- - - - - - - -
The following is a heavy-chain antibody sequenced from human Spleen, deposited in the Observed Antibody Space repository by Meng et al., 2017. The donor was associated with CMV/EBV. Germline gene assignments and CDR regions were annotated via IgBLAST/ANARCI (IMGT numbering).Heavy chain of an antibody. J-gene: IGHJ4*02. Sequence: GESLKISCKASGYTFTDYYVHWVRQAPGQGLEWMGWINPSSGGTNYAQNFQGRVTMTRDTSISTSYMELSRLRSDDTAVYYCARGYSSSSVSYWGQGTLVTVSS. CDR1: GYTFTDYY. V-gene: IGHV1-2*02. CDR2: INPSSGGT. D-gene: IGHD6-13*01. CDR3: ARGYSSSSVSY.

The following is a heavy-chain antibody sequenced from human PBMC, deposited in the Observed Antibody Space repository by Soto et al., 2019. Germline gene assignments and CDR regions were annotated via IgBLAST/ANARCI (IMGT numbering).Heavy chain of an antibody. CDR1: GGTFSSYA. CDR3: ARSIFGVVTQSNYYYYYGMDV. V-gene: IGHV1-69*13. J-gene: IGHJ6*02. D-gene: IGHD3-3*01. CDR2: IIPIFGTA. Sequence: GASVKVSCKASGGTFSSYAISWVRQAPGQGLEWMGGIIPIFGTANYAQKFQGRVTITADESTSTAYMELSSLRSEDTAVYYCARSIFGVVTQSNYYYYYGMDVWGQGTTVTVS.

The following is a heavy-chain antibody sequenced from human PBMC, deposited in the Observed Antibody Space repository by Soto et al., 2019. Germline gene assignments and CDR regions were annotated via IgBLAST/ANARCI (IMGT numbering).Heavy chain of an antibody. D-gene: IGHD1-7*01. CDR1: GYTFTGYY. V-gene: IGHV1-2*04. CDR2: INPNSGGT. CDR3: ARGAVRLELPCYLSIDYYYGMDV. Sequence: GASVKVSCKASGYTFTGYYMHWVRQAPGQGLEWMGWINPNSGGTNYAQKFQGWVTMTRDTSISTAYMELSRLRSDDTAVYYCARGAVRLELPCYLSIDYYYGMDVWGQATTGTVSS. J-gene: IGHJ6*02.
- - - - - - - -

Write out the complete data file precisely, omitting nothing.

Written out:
The following is a heavy-chain antibody sequenced from human Spleen, deposited in the Observed Antibody Space repository by Meng et al., 2017. The donor was associated with CMV/EBV. Germline gene assignments and CDR regions were annotated via IgBLAST/ANARCI (IMGT numbering).Heavy chain of an antibody. J-gene: IGHJ4*02. Sequence: GESLKISCKASGYTFTDYYVHWVRQAPGQGLEWMGWINPSSGGTNYAQNFQGRVTMTRDTSISTSYMELSRLRSDDTAVYYCARGYSSSSVSYWGQGTLVTVSS. CDR1: GYTFTDYY. V-gene: IGHV1-2*02. CDR2: INPSSGGT. D-gene: IGHD6-13*01. CDR3: ARGYSSSSVSY.

The following is a heavy-chain antibody sequenced from human PBMC, deposited in the Observed Antibody Space repository by Soto et al., 2019. Germline gene assignments and CDR regions were annotated via IgBLAST/ANARCI (IMGT numbering).Heavy chain of an antibody. CDR1: GGTFSSYA. CDR3: ARSIFGVVTQSNYYYYYGMDV. V-gene: IGHV1-69*13. J-gene: IGHJ6*02. D-gene: IGHD3-3*01. CDR2: IIPIFGTA. Sequence: GASVKVSCKASGGTFSSYAISWVRQAPGQGLEWMGGIIPIFGTANYAQKFQGRVTITADESTSTAYMELSSLRSEDTAVYYCARSIFGVVTQSNYYYYYGMDVWGQGTTVTVS.

The following is a heavy-chain antibody sequenced from human PBMC, deposited in the Observed Antibody Space repository by Soto et al., 2019. Germline gene assignments and CDR regions were annotated via IgBLAST/ANARCI (IMGT numbering).Heavy chain of an antibody. D-gene: IGHD1-7*01. CDR1: GYTFTGYY. V-gene: IGHV1-2*04. CDR2: INPNSGGT. CDR3: ARGAVRLELPCYLSIDYYYGMDV. Sequence: GASVKVSCKASGYTFTGYYMHWVRQAPGQGLEWMGWINPNSGGTNYAQKFQGWVTMTRDTSISTAYMELSRLRSDDTAVYYCARGAVRLELPCYLSIDYYYGMDVWGQATTGTVSS. J-gene: IGHJ6*02.